reviews/ LOGAN BRENDT
SANTIGOLD / MASTER OF MY MAKE-BELIEVE
Atlantic Records (2012)
Santigold inspires the listener to dance, on Master of My Make-Believe. There’s an in your face electronic pop sound with drum strength and plenty of attitude. Instantaneously, the first few tracks create a desire to listen to the album from start to finish without jumping to the next track prematurely. These tracks include “GO!” featuring vocals by Karen O and guitars by Nick Zinner (both from Yeah Yeah Yeahs) and “Disparate Youth”.
With the same power as we’re used to from Santigold, there are moments on this album that are reminiscent of Beyonce’s “Run The World”. This makes sense since some of Santigold’s contributing producers, Diplo and Switch, also members of Major Lazer had their song “Pon de Floor” sampled on “Run The World, a significant factor in that memorable sound. Other featured producers on Santigold’s follow-up to her 2008 debut, such as Q-Tip, TV on the Radio’s Dave Sitek, Boys Noize, and Greg Kurstin add interesting variety throughout the album.
Master of My Make-Believe is fun, reflective, and perfect as a soundtrack to the current generation and pop culture climate. There are hip-hop undertones that cascade into rap on “Freak Like Me”, a slower, yet fun groove on “The Keepers”, while the album wraps up on a wild note with “Big Mouth”. Through the many different drum sounds and funky vocals with assertive lyrics, Santigold engages us with stylish and powerful magnetism.
GARBAGE/ NOT YOUR KIND OF PEOPLE
After seven years since their last album, Garbage has returned with Not Your Kind of People. Released on their own record label Stunvolume, they were free to be purely creative without submitting to the pressures of others. Releasing material true to their style, Shirley Manson’s voice is in top form with her sumptuously rich tone. The rest of the band comprised of musicians and producers, Butch Vig, Duke Erikson, and Steve Marker, heavily add to the remarkable style of Garbage and Not Your Kind of People, filling it with electronic rock-pop.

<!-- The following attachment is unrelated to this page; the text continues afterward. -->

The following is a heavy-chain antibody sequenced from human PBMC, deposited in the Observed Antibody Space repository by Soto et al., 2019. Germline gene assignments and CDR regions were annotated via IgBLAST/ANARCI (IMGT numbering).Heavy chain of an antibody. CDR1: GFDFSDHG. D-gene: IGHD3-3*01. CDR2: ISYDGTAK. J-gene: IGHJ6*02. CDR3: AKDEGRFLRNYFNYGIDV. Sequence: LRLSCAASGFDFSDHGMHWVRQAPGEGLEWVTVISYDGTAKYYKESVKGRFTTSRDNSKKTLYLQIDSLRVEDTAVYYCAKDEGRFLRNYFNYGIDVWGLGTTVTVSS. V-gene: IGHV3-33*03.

With outstanding songs like “Control” and “I Hate Love”, as usual, Shirley creates lyrics that so many can identify with. It’s as though all the musical creativity as a band stored up within them for the past seven years is massively exhaled on the chorus to the song “Battle In Me”. This was the first song written for this album, which is credited as the catalyst for creating Not Your Kind of People.
“Control” is by far the best track on the album. From the song’s introduction with the lyrics, “Maybe I’ll look you in the eye, tell you, you don’t want to die/ Maybe I’ll hold my breath and jump right in” to the instrumentally heavy powered chorus that eventually explodes into a flight of distortion, it is strong from beginning to end. “I Hate Love”, an upbeat dance track, includes, “Love promises nothing and then your love dies.” These songs wrap around downtempo ones like the title track, and “Beloved Freak”, an ode to those feeling weak and alone, reminding them that, “The world is at your feet”. With Not Your Kind of People, Garbage has made their ultimate statement and have bewitched us yet again.
BEACH HOUSE, BLOOM
Sub Pop (2012)
In a music culture where female vocals are commonly soprano, Beach House’s Victoria Legrand is a delight with her heavenly breathy contralto. It’s a rare beauty. On their fourth album Bloom, their expected dream pop style has returned, maintaining its youthful energy, creating their best album to date. Victoria Legrand and guitarist Alex Scally make a perfect musical force.
I immediately wanted to curl up into the happy sadness that is the opening track, “Myth”. It’s something special when you can listen to a song all the way through enjoying it completely. It was only topped by the following song, “Wild” with its slightly more upbeat tone, partially in thanks to the drums which on some songs are drowsier. There is also such gorgeous power to the chorus on the last time it comes in with, “Harmless to say we go, go on pretending”. “New Year” is another stand out song with a lush softness without sacrificing the groove. The line, “We keep these promises, these promises” sounds so effortless.
There is a nice ebb and flow in the track sequence. The entire album almost feels like a spiritual experience with Victoria’s voice and the smokey blue gray sounds of the keys and the guitar. The dreamscape of Bloom is impeccable and irresistible.